Through his public actions and declarations as the former CEO of Unilever, it is clear that from the start of his career Paul Polman has had a deep sense of duty to society and the world. Intending to be a priest or doctor, he eventually settled on economics and business as the best way to improve people’s lives.6 But it was while looking into his children’s eyes that Polman’s desire to tackle climate change and inequality, to ensure their future well-being, gathered real urgency.7 Since then, he has been on a crusade, galvanizing support for sustainability. During our conversation, Polman explained, “Leadership for me is not just driving a company, [it’s] about making it do the right thing. It’s really about helping to transform entire markets and behaviors beyond those your own company is engaged in to the benefit of all.” True leadership in turbulent times is about having the vision and fortitude to establish a new normal.
Polman clearly sees the need for collective action. As he told me, “At the end of the day, the issues that we need to solve are so big that no one can do it alone.” Many of the top executives I spoke to agreed that an important first step to driving sustainability efforts is for leaders to move past individual ownership of very big problems and to turn them into collective-ownership issues. There are fewer and fewer problems specific to any one company, industry, or even country. As a result, global initiatives—preventing climate change, deforestation, or declining biodiversity—demand that we take a collective approach toward ownership. The COVID-19 crisis, which has highlighted the need for further cooperation among companies, supply chains, and governments, brings immediacy to this imperative.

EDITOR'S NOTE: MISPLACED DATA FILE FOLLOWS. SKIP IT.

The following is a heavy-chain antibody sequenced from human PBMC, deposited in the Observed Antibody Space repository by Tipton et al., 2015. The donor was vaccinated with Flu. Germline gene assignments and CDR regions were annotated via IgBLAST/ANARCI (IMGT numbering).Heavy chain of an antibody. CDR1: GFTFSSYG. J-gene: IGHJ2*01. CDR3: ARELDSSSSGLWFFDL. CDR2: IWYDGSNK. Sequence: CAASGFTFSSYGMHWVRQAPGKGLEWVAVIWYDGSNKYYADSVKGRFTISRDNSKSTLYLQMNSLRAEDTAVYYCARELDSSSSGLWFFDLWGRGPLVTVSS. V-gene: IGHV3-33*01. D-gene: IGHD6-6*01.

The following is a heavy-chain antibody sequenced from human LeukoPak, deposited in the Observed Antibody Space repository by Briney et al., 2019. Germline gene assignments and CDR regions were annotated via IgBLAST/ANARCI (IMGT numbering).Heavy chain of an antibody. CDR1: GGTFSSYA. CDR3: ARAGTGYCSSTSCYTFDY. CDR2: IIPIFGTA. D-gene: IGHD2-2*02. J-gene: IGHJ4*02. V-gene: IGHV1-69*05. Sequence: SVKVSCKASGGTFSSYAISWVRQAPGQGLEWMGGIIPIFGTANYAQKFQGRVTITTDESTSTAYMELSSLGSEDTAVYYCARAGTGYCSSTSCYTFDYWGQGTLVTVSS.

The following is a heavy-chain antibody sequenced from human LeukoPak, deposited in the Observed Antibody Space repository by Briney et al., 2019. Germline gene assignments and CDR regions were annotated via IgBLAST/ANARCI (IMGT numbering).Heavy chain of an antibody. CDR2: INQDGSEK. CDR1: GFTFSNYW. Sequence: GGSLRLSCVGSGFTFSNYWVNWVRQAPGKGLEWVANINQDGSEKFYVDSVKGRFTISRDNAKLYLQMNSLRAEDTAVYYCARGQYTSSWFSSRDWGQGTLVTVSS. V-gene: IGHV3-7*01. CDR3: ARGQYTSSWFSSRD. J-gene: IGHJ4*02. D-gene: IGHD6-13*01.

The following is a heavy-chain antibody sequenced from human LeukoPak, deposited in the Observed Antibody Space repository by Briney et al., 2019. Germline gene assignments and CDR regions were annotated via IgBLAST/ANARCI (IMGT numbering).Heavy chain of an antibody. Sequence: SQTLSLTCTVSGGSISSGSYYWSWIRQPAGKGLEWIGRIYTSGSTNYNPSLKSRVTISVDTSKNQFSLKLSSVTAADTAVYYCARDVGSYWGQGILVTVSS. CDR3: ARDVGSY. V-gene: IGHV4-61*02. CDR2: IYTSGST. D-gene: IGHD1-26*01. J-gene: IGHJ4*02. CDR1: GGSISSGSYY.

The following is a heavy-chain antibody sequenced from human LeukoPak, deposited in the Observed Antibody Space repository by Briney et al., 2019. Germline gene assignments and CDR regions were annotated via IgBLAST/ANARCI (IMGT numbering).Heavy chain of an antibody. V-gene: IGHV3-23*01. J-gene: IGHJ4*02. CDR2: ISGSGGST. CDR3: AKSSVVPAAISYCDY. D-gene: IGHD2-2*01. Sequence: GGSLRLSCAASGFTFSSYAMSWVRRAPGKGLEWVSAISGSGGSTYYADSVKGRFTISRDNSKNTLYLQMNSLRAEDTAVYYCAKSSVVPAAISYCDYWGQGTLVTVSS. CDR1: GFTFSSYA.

Pulling off effective collaboration is tricky because of the systemic nature of these challenges, and the fact that solutions are often not apparent or straightforward. As Polman explained, “There’s a fine line between arrogance and self-confidence, between humility and humanity, when you implement programs with external collaborators.” The size and skill that large companies can bring to the table may at times inadvertently overpower the voices of others. Balancing the need to push progress at a steady pace without undermining your partners becomes ever more important to solving the problems at hand.
Polman went on to say: “Global warming is a complex issue not fully understood by many leaders. You have to be a very good systemic thinker to deal with it. Rather than worry about it, you need to think about how you are going to adapt your business model or how you can make transformational change happen.” The “how” becomes the most important thing, not the “what.” More recently, Polman further stressed the need for business leaders to take initiative: “We also don’t have the right level of cooperation at the global governance level to deal with these issues, and I hope that the business community will step up and fill that void.”
Challenged with the existential crisis of our times, corporate leaders must avoid inertia and take ownership of sustainability. As in the examples here, through a journey of personal transformation, many leaders today are reimagining their company’s corporate purpose and the role of business in society and reinforcing the sense of sustainability ownership through a course of action both internally and externally that benefits not only people and planet but also profit. When you take ownership of sustainability, you bring to life a new leadership mandate for you and your top team. What are you waiting for?